WASHINGTON, October 9 (RIA Novosti) – Decommissioned Russian warheads are fueling “approximately half of the nuclear energy in the United States,” a senior US State Department official said Wednesday.
“Over the past 15 years, nuclear fuel from this source has accounted for approximately 10 percent of all electricity produced in the United States,” US Acting Under Secretary of State for Arms Control Rose Gottemoeller told a United Nations committee in New York.
Under a landmark 1993 nonproliferation deal, the United States has purchased uranium derived from around 20,000 Russian nuclear warheads eliminated under the accord – informally known as the “Megatons to Megawatts” program – and converted the material into nuclear fuel to be used by nearly all US nuclear power plants, Gottemoeller told the committee.
A final shipment of low-enriched uranium derived from 500 metric tons of highly-enriched uranium from Russian weapons is set to be loaded onto ships in St. Petersburg next month in the presence of US officials and delivered to the United States, she said.
“We will meet again in the United States when that ship delivers this important cargo in December,” Gottemoeller said. “We look forward to jointly celebrating this historic achievement.”
In her remarks to the committee, Gottemoeller praised bilateral nonproliferation efforts between the two countries but said what has been accomplished “is not enough.”
“The United States and Russian Federation still possess over 90 percent of the nuclear weapons in the world, and it is time we move beyond Cold War postures,” she said.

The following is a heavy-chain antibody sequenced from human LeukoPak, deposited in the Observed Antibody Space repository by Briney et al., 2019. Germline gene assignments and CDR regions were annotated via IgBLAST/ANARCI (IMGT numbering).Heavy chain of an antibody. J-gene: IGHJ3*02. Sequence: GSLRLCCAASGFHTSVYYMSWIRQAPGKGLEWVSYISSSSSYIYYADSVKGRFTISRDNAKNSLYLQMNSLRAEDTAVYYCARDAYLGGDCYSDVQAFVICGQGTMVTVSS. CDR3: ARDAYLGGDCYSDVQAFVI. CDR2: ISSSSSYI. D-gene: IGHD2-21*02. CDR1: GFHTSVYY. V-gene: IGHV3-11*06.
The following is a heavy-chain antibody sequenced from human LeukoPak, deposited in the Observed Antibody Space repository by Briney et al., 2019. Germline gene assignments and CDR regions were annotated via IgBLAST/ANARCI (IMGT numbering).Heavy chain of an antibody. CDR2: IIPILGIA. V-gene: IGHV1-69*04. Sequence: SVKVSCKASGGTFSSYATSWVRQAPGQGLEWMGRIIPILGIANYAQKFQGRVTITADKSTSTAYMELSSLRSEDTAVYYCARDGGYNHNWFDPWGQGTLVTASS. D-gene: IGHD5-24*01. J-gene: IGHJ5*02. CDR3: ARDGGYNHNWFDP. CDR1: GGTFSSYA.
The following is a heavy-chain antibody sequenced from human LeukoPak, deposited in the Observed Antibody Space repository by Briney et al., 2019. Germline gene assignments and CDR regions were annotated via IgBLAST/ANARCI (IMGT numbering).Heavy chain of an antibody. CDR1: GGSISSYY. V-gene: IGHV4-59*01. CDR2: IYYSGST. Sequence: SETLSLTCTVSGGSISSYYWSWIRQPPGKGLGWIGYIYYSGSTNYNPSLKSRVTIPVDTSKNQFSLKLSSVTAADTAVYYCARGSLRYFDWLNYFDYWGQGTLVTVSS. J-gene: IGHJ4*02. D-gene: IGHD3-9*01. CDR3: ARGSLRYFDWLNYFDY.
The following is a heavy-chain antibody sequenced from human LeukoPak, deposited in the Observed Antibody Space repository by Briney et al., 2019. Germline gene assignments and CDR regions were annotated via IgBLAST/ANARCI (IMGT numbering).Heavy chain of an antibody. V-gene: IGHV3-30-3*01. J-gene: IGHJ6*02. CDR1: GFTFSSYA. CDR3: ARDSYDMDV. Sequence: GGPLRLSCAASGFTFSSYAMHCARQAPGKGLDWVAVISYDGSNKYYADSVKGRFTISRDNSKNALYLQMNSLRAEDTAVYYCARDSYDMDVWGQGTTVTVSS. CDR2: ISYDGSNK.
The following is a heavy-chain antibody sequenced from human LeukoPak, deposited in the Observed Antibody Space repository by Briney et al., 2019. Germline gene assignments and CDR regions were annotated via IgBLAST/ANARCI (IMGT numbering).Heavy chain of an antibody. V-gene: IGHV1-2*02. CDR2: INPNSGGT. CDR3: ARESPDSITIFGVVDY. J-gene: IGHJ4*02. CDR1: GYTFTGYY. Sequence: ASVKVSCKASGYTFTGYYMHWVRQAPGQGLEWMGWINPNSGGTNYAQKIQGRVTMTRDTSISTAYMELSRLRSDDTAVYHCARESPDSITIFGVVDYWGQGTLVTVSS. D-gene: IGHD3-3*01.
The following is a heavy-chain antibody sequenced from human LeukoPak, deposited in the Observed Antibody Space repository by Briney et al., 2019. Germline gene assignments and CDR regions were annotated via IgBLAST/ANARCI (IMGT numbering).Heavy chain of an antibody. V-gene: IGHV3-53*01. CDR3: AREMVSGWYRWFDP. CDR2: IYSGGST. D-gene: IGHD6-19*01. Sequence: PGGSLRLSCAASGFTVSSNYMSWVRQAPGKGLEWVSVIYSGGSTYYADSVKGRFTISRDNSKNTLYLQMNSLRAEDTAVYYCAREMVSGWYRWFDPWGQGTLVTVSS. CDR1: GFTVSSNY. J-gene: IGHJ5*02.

US President Barack Obama said in a speech in Berlin in June that he would negotiate to cut another one-third of US and Russian nuclear arsenals and seek “bold reductions in US and Russian tactical weapons in Europe.”
Russian officials at the time expressed doubts about the proposed cuts, but Gottemoeller said Wednesday that Washington will “pursue a treaty” with Moscow on negotiated cuts in the two sides’ respective nuclear arsenals.
Since the New START nuclear disarmament treaty entered into force in February 2011, the United States and Russia have exchanged more than 5,000 treaty notifications providing the two sides “day-to-day updates on the status of each others’ nuclear forces,” Gottemoeller said.
“These are joined by the 97 on-site inspections that we have now conducted under New START, which give us even more insights into each others’ nuclear forces, thus enhancing predictability for both countries,” she said.
The New START Treaty was signed by US President Barack Obama and former Russian President Dmitry Medvedev in April 2010 and was held up by both sides as the centerpiece of their vaunted campaign to “reset” rocky US-Russian relations. Hawkish US lawmakers have criticized Obama for signing the pact.
The respected Federation of American Scientists (FAS) said in a blog post on its website last week that in the past six months, the United States has increased its deployed nuclear forces and is moving slowly to implement the New START nuclear disarmament treaty even as Russia cuts its own forces well beyond treaty limits.
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Any response would likely boomerang on Russia – the partnership between Rosneft and ExxonMobil is a case in point. The United States has hit Russia with a third round of sanctions. This time the Americans went with a higher caliber weapon, targeting Russia’s biggest energy companies (Rosneft and Novatek) and banks (VEB and Gazprombank).